Any initiatives in providing map data as a service to small businesses?
Increasingly, I think it will be as a service very much like any other content business. We are looking with interest at Cloud, SaaS… buy per sip or buy per drink rather than having to buy the entire product. There will be more and more of that kind of innovation coming and more flexible licensing around that.
We have got a very clear and strong part to play across the spectrum. We have got 270 surveyors, making 10,000 changes every day. Our open data is used by a number of platforms. When data has to be absolutely right, you can’t do better than going to OS
Is OS also getting into business consulting to support small businesses?
No, I don’t think so. The support that we provide generally is pretty good online. We have got facilities where people can come and have a conversation. But in terms of that being a line of business for us, creating new businesses… not so much. Yes, we do have very active partner base, inside OS that helps bridge between the two organizations. We have got about 350 business partners. We are very active there, but we provide support as part of that relationship rather than as a big line of business.
How are you competing with commercial map providers?
Some of it is competition, some of it is partnering, some of it is supplying. If you look at the alternative mapping sources, then you will see they actually have OS data inside them. Our open data is highly attractive and is used by a number of these platforms. And when we are competing, the critical thing that we bring is that we have got 270 surveyors, making 10,000 changes every day. We have got a very clear and strong part to play across the spectrum, and when it is about life and death and when data has to be absolutely right, then you can’t do better than going to OS.
What is your take on the demand for making the mapping data free considering that OS functions as a limited company?
There is no point in having great content and then not liberating it. I think the number of geospatial answers that can be provided is growing exponentially, and we want to participate in that. We want to be an innovator and pioneer and to do that we want to work with innovators and pioneers who are also thinking what the next 10 years are going to bring in terms of change on the planet and how collectively, we can help people make sense of that change.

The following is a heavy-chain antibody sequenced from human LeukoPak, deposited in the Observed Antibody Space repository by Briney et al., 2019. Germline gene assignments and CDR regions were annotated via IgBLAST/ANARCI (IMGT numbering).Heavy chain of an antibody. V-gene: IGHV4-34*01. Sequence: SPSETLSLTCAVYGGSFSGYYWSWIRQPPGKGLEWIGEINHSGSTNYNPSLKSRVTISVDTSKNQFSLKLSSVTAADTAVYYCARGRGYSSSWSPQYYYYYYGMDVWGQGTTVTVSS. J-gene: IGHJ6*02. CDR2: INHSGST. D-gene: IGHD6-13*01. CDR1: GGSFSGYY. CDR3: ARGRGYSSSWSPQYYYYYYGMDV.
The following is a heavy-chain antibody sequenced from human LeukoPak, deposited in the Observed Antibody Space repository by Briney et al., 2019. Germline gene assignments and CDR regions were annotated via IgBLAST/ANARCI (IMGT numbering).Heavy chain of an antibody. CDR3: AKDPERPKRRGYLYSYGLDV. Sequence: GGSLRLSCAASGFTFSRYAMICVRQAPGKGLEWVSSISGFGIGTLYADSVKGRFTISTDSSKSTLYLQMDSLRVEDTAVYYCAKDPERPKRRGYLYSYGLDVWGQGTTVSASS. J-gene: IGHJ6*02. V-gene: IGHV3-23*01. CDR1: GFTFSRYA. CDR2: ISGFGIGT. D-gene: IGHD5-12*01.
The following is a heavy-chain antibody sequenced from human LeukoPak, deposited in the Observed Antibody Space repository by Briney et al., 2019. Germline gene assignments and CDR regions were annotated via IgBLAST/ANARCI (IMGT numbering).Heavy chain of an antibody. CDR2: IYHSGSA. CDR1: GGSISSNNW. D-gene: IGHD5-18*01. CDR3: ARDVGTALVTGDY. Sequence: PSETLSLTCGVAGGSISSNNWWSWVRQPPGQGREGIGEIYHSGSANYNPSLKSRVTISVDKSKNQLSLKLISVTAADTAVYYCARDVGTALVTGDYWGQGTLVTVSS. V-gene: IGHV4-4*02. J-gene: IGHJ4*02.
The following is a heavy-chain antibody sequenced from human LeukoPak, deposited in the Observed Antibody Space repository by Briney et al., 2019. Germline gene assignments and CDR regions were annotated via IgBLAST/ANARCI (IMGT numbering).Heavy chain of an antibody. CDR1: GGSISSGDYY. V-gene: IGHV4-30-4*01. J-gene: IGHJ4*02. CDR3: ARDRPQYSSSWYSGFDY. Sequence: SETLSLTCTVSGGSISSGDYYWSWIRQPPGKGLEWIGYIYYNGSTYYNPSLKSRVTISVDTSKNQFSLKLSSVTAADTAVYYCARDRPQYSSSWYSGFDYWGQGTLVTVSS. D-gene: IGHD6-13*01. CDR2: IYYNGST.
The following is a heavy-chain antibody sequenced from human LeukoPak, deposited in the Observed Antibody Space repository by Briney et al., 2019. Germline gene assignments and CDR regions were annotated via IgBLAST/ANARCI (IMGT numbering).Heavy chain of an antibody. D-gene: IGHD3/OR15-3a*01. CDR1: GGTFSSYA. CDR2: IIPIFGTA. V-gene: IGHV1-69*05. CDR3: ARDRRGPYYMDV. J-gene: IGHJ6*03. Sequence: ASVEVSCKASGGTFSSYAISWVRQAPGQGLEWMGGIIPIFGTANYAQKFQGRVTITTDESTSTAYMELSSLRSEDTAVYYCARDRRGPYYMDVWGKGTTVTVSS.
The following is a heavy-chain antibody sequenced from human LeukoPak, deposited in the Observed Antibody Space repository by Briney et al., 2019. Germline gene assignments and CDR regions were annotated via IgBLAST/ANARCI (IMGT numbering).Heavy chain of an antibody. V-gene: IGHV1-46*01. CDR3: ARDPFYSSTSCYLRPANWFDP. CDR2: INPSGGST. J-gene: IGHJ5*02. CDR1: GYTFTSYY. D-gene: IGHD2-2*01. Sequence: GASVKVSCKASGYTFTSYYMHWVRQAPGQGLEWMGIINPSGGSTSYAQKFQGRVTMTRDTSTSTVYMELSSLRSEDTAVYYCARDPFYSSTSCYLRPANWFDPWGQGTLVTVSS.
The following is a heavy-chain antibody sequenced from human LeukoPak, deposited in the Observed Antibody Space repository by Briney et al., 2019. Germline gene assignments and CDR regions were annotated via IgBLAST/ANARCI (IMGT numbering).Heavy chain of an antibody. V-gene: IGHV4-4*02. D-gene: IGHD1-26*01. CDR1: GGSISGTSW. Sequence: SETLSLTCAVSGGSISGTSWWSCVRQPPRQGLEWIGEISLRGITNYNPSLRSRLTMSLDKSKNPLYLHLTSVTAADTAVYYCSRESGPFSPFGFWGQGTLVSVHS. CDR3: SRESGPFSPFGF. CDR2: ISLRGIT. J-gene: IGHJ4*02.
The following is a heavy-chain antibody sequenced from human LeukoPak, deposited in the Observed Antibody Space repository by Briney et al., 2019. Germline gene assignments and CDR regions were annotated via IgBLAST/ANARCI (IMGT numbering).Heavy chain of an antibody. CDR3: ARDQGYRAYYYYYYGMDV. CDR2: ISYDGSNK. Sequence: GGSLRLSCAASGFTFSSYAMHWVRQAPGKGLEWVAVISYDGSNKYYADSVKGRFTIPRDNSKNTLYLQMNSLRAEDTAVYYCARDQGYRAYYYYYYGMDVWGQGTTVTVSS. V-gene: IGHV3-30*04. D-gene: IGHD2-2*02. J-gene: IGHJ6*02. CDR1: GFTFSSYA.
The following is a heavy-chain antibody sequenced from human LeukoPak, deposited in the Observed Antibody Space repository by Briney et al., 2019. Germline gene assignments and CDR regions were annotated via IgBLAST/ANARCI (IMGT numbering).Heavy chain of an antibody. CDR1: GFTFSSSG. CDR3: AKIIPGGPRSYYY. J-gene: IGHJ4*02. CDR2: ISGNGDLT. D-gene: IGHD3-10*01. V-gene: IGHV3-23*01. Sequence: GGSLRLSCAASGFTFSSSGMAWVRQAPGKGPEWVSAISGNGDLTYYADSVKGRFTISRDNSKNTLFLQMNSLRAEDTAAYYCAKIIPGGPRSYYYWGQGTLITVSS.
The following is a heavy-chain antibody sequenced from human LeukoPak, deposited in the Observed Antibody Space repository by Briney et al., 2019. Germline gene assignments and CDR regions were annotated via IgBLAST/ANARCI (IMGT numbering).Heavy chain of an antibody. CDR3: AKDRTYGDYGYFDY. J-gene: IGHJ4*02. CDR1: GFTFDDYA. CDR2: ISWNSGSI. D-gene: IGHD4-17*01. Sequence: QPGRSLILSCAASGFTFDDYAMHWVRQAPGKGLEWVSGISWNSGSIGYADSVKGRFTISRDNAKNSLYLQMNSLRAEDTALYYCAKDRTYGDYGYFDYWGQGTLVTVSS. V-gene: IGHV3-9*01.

OS has three or four different funding streams as an organization. So we have contracts with the government as well as individual departments to provide a general mapping service, like emergency services, etc. Additionally, we have clients whom we are selling our products and services to. For instance, an insurance company which is looking at flood risk; it wants authoritative data about flood plain analysis and it is here we can help them. We have a partner community, where if they are successful, we are successful. And finally, we have a consumer market, which is about 5-7% of our revenue.
Therefore, we have a number of different ways of funding OS. It also relieves the pressure on the government from having to fund the whole of OS. They fund about 55-60% of our costs. This kind of a model also enables us to give some of the data for free. So, we have made money and we are also giving some of that back to the community. We will be doing more and more of free data release and thinking of different ways of doing so. We have unique model. It may not work for others, but it is certainly working here for us.